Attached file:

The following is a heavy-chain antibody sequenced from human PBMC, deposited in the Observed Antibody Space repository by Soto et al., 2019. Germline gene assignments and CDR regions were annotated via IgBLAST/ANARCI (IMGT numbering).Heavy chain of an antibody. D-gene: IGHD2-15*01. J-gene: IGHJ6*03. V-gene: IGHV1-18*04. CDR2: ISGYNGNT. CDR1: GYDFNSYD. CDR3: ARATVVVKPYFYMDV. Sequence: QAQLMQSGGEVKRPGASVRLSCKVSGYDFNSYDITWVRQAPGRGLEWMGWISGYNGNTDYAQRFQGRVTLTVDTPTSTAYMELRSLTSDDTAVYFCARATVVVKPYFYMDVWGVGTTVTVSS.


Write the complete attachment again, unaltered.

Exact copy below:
The following is a heavy-chain antibody sequenced from human PBMC, deposited in the Observed Antibody Space repository by Soto et al., 2019. Germline gene assignments and CDR regions were annotated via IgBLAST/ANARCI (IMGT numbering).Heavy chain of an antibody. D-gene: IGHD2-15*01. J-gene: IGHJ6*03. V-gene: IGHV1-18*04. CDR2: ISGYNGNT. CDR1: GYDFNSYD. CDR3: ARATVVVKPYFYMDV. Sequence: QAQLMQSGGEVKRPGASVRLSCKVSGYDFNSYDITWVRQAPGRGLEWMGWISGYNGNTDYAQRFQGRVTLTVDTPTSTAYMELRSLTSDDTAVYFCARATVVVKPYFYMDVWGVGTTVTVSS.